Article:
Senior-leadership should also conduct independent stress tests of different company strategies, so that they are able to decide which bold moves might be pursued, both organically and inorganically. Some companies are rethinking their M&A strategies and pursuing acquisitions, partnerships, and divestitures along their supply chains. Those in more stable industries are looking at launching new products and investing in new technologies and business partnerships in the continuing new normal.
2. Assign finance talent to the highest-priority areas or topics:
For the past year and half, finance workers have experienced a lot of changes in their work. They have had to operate at a faster pace, with shorter reporting cycles, and remotely, all while contributing to critical planning and budgeting decisions. Much of the work was instinctively tackled by small squads that came together to solve immediate, high-priority problems . Often, the solutions involved one-time, ad hoc analyses and insights, which all proved difficult for a number of finance teams.
In the years to come, digital transformation may take some of the pressure off finance workers in handling the stubborn presence of COVID-19, and other future crises. Finance-team members may still need to embrace agile work groups, but if they are handling modular budgets and operating under a contingent resourcing approach, they will have to transition from a reactive to proactive approach to their work.
In order to prevent burnout, CFOs and finance leaders must prioritize accordingly. They should rely on top-down and 80/20 approaches, entailing clear directions to staffers, for instance, on expected analyses, outputs, and timelines. CFOs can set such priorities using a driver-based model that breaks down the P&L (from revenue to cash) and links it to operational KPIs. Such models provide finance leaders perspective on what really matters and the projects, topics, and initiatives that will require finance teams’ immediate time and attention. The model can also shed light on the opportunities CFOs have to accelerate positive trends and hinder negative trends.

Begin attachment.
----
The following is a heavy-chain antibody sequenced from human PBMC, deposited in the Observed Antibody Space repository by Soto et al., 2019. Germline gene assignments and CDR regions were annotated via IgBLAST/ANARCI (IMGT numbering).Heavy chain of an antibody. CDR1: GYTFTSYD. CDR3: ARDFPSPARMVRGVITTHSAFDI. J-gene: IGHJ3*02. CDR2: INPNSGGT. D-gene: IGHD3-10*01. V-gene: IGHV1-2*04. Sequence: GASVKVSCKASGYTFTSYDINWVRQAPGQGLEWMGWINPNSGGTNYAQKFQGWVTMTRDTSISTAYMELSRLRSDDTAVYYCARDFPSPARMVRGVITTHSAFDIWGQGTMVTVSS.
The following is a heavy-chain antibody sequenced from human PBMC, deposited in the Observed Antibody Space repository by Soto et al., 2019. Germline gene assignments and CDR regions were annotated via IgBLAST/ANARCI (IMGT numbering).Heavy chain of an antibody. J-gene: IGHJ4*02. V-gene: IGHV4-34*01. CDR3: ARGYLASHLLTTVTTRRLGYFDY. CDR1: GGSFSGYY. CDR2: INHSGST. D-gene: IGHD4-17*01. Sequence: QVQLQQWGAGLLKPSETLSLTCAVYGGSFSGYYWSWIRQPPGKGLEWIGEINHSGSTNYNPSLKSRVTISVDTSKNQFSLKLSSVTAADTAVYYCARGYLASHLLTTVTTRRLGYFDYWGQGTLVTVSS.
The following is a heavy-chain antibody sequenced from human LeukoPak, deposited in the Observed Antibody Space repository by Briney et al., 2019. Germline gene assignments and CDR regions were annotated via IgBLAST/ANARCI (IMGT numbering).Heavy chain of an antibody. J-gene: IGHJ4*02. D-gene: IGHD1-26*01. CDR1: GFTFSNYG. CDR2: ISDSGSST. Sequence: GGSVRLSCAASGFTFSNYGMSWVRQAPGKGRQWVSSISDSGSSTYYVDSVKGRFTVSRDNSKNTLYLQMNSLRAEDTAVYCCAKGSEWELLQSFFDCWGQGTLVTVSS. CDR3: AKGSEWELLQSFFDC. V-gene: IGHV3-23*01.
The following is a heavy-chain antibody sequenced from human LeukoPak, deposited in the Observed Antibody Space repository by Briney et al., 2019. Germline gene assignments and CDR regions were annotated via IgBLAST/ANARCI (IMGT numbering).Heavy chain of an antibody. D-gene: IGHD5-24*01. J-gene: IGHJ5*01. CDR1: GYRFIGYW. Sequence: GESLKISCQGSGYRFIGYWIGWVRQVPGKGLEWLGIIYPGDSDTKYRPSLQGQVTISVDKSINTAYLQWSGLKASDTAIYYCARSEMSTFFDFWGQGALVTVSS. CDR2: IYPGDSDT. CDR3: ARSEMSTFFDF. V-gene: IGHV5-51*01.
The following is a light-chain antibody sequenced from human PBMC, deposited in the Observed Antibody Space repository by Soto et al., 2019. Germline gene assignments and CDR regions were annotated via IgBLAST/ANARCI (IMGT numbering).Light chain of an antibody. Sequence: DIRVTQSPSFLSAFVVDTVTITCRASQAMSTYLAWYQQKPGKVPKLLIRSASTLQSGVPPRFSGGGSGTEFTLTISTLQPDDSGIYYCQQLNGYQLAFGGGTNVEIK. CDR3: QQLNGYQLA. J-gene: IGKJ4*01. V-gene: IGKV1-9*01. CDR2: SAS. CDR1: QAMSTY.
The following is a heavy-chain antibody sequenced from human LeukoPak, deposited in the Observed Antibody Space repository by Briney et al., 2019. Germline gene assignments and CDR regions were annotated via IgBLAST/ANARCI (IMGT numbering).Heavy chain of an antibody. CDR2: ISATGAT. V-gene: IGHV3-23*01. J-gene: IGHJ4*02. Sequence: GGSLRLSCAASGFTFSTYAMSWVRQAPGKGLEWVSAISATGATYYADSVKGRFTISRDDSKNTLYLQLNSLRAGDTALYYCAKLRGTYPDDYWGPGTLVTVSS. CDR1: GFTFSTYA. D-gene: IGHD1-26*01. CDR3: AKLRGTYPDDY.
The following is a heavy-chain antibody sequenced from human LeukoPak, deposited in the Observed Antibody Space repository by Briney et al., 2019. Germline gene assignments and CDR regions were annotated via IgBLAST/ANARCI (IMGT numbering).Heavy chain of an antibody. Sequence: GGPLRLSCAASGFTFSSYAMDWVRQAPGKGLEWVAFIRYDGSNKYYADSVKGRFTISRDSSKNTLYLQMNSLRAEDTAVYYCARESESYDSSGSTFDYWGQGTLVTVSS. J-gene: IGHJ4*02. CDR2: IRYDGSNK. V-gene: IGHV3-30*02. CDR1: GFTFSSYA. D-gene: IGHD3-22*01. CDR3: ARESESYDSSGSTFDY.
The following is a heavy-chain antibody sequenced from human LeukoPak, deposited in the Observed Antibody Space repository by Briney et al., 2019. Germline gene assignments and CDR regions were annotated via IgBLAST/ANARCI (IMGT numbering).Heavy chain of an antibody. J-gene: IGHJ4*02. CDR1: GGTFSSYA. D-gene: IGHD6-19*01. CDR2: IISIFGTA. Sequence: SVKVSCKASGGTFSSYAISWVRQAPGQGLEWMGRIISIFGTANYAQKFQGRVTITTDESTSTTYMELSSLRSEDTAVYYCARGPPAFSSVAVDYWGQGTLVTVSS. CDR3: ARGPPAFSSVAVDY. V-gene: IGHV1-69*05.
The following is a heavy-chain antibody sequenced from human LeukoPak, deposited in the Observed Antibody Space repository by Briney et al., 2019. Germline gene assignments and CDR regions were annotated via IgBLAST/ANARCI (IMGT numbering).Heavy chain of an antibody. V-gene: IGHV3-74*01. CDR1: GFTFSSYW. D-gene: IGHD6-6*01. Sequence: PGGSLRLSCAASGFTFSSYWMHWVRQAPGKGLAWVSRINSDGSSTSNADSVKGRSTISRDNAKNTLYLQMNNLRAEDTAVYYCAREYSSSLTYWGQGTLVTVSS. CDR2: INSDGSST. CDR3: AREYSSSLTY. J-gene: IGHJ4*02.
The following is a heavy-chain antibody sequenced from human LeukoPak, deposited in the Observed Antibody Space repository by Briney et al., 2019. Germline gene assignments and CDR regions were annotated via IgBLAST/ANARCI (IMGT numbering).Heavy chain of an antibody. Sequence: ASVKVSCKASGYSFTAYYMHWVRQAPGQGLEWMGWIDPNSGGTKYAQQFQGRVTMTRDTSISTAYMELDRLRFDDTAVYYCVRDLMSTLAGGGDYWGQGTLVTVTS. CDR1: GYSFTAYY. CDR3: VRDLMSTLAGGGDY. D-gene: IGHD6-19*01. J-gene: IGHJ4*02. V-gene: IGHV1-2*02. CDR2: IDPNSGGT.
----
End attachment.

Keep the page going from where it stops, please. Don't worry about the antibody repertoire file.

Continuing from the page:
In sum, CFOs need to lead with empathy. They establish clear communications plans, such as “pulse checks”, and weekly meetings to analyze the performance and results of their teams and projects.
3. Hold back some spending centrally:
In most companies, budgets have traditionally been set for a year. However, during the pandemic, many organizations have had to be more flexible, confidently shifting resources as needed to survive. To monitor the situation in real time, for instance, they have deployed spending control towers, cash war rooms, and dashboards.
CFOs should maintain that flexible approach in 2021 and onwards. They’ll need to take an adjustable approach to budgeting, integrating various contingencies and options. Budgets should also include centrally controlled pools of funds to be used in order to react to certain difficulties. An example: when demand increases in certain countries, customer-retention rates drop, and specific product, service, or geographic scenarios materialize. The central funds should be concentrated on supporting variable-cost categories, and can also be released in stages throughout the year to support R&D projects, capital expenditures, and hiring initiatives.
Through such an approach, projects are broken down into stages, and each stage is dictated by a go or no-go decision. The overarching goal is to allocate resources with greater flexibility in order to direct funding in accordance with developing business and industry demands.